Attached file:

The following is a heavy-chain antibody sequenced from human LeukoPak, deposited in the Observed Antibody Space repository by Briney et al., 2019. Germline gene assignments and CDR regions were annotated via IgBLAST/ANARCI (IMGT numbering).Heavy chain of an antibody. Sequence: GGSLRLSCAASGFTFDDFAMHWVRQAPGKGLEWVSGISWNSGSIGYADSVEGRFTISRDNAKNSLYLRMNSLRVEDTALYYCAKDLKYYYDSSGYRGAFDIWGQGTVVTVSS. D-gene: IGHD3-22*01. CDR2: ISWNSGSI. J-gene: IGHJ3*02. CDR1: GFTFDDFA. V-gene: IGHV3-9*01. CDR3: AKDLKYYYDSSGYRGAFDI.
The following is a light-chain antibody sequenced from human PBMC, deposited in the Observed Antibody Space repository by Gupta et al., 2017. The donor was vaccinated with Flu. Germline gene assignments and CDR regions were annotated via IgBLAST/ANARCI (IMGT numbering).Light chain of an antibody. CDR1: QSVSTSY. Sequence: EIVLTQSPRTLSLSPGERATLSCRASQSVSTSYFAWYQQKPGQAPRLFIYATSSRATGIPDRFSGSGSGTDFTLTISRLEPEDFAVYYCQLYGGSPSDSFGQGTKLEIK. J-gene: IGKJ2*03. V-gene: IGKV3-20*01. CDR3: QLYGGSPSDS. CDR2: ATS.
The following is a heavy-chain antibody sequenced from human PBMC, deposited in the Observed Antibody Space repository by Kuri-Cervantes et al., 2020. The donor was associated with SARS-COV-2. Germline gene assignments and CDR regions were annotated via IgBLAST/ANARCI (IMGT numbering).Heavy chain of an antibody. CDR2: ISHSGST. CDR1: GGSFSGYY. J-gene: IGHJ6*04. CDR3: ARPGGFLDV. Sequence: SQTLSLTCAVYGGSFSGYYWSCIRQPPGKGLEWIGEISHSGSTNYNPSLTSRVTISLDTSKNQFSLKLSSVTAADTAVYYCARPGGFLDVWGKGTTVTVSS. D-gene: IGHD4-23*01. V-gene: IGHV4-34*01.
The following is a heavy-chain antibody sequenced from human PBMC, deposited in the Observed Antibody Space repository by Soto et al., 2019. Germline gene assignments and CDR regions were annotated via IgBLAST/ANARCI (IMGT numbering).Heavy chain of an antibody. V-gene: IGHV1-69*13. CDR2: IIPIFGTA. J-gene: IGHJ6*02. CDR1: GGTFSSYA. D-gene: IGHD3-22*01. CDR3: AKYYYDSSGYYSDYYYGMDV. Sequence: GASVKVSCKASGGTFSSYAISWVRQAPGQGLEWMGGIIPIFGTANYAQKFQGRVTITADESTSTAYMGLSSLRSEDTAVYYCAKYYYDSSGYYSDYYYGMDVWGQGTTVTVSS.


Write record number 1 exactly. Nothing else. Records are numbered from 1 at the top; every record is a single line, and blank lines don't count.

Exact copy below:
The following is a heavy-chain antibody sequenced from human LeukoPak, deposited in the Observed Antibody Space repository by Briney et al., 2019. Germline gene assignments and CDR regions were annotated via IgBLAST/ANARCI (IMGT numbering).Heavy chain of an antibody. Sequence: GGSLRLSCAASGFTFDDFAMHWVRQAPGKGLEWVSGISWNSGSIGYADSVEGRFTISRDNAKNSLYLRMNSLRVEDTALYYCAKDLKYYYDSSGYRGAFDIWGQGTVVTVSS. D-gene: IGHD3-22*01. CDR2: ISWNSGSI. J-gene: IGHJ3*02. CDR1: GFTFDDFA. V-gene: IGHV3-9*01. CDR3: AKDLKYYYDSSGYRGAFDI.